The Basin Reserve test that stopped a nation

MARK GEENTY
Last updated 05:00 22/02/2014
Brendon McCullum
Photosport
MAGIC 300: Black Caps skipper Brendon McCullum celebrates scoring 300 at the Basin Reserve.

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It was appropriate the bulk of New Zealand’s 1992 World Cup squad paraded at the Basin Reserve last Saturday.

The feelgood factor and stocks of New Zealand’s summer game haven’t been this high in the 22 years since.

The country fell back in love with cricket and the Black Caps, a fickle, erratic sporting relationship for many. No mainstream New Zealand sporting team had evoked such negative punchlines and eye rolling one-liners among the masses.

The hordes who flocked from work to the Basin on a gloomy Tuesday morning, fire in their eyes and expectant smiles on their faces, said it all. It was the game that stopped a nation. The spine-tingling, prolonged ovation that greeted Brendon McCullum’s triple century was a once in a generation cricketing moment at the venerable ground, preceded by Richard Hadlee’s 300th test wicket in 1986 and the breakthrough win over England in 1978.

Talk about ending on a high. It’s stumps now on the home front till a potential ODI visit by South Africa in October, which begins a lengthy white ball countdown to the World Cup where the fever will rise again, assuming all the New Zealand stars are fit and firing again.

McCullum and coach Mike Hesson’s men won four trophies and shared another against West Indies and India this summer. Neither are historically good travellers to New Zealand, and were missing the star names of previous visits, but some stunning individual performances and the way the hosts kept their standards high was reason for optimism looking ahead one year.

New Zealand won both test series, 2-0 against West Indies and 1-0 against India. In ODIs the hosts won six and tied one of the nine completed matches, with one bad day against West Indies in Hamilton stopping them winning that series too. Their slow climb gained pace, seventh on both the test and ODI rankings now.

India arrived as World Cup and Champions Trophy holders, and the world’s second-ranked test side. Remarkably they didn’t win a game all tour, with flaky batting and regular matchwinning performances from the hosts keeping them on the back foot throughout.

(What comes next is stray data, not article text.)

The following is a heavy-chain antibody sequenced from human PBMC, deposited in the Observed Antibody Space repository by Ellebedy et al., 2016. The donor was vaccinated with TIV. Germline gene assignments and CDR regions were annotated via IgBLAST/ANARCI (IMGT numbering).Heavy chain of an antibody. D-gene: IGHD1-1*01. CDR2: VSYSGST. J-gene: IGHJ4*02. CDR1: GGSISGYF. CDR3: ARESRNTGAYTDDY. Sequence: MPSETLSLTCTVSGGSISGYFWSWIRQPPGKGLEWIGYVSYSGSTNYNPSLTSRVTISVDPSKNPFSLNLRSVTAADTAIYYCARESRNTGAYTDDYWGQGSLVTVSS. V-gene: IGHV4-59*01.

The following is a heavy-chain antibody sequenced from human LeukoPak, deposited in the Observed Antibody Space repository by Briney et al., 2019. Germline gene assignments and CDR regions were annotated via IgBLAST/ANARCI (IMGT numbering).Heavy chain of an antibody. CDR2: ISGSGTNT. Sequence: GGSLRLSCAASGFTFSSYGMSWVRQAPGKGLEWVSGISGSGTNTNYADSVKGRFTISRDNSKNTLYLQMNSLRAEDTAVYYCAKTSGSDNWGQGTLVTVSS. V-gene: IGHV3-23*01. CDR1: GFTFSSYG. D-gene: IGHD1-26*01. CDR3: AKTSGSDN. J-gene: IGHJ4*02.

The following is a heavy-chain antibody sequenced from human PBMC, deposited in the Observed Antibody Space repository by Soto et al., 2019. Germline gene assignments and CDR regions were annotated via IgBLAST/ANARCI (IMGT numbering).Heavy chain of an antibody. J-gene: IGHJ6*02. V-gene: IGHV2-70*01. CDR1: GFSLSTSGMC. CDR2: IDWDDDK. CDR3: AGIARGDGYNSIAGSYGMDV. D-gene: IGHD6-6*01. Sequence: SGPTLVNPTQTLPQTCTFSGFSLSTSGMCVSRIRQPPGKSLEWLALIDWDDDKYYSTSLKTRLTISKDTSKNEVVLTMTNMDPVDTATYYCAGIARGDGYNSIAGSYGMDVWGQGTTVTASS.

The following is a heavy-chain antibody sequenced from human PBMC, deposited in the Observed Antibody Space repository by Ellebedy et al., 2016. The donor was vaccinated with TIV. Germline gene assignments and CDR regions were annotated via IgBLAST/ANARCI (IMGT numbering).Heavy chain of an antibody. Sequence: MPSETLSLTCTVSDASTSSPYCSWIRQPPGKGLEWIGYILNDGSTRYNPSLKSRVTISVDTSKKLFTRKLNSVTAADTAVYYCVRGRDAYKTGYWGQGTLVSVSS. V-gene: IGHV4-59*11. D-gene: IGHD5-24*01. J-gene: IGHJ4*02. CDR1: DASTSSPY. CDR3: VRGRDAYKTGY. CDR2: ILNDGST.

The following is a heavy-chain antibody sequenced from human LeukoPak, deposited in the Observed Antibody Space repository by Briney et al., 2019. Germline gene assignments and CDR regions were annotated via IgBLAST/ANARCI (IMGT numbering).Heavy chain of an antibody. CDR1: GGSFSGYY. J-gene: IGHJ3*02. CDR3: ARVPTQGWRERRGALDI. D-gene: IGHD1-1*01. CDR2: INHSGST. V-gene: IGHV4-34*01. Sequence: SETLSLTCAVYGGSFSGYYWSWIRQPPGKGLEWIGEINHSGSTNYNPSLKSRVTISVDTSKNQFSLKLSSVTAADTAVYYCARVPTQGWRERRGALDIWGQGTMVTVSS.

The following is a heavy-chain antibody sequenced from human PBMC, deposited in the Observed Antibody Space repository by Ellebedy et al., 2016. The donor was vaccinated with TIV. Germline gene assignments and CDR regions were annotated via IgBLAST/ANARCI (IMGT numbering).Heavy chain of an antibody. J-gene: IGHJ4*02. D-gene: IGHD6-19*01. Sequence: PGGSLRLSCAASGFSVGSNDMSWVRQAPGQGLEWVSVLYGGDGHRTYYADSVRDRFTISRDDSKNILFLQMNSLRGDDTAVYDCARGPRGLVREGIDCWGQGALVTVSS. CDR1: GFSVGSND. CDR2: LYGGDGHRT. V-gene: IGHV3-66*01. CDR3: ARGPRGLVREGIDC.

New Zealand’s problem in recent years was a lack of world-class performers. Now their key axis with bat and ball are rated among the world’s best in test cricket. Ross Taylor is fifth and McCullum a career-best 12th on the batting charts; while new ball duo Trent Boult and Tim Southee, who took 59 test wickets between them this summer, are eighth and ninth respectively.

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In behind them, Kane Williamson and Neil Wagner played vital roles in the Auckland test victory, and gloveman BJ Watling equally so in the series-clincher in Wellington with his team on the ropes.

‘‘It defined the way we want to play our cricket. Sure, we don’t want to be 200 behind but we lost pretty much every important toss the whole summer and got ourselves in some tricky positions and managed to keep fighting out of it. We were in the trickiest position of all on Sunday and the way Brendon and BJ played was just exceptional,’’ Hesson said.

The coach nailed nearly all his selections and they repaid him. With allrounders Corey Anderson and Jimmy Neesham jostling for spots in the top 11, selection meetings become so much simpler with versatility. Hesson’s staff of Shane Bond and Bob Carter saw generous rewards for their toil and scouting, particularly Bond whose crop of fast bowlers grows stronger by the month.

McCullum’s one missing piece of the captaincy puzzle, consistent big scores with the bat, is now in place. His sore back remains a big questionmark and he’ll be kept in cotton wool at times, but if his body plays ball then the next year is his oyster.

That starts with the World Twenty20, with the team departing on March 8 for an acclimatisation camp in Dubai before their tournament opener against England on March 22.

Their next three tours are to Bangladesh, West Indies and Dubai (against Pakistan), places where they’ve hardly set the world on fire. Winning away from home, dealing with heat and playing spin confidently and aggressively, remains their work in progress.

But if their matchwinners fire again, a World T20 semifinal is comfortably in their grasp. They need to beat two of England, South Africa and Sri Lanka to get there, with the latter the toughest to get past. Daniel Vettori’s absence is costly, leaving Ronnie Hira or possibly Anton Devcich with big shoes to fill in spin-friendly conditions. A stroke of luck always helps in T20, and their recent roll might be enough to provide it.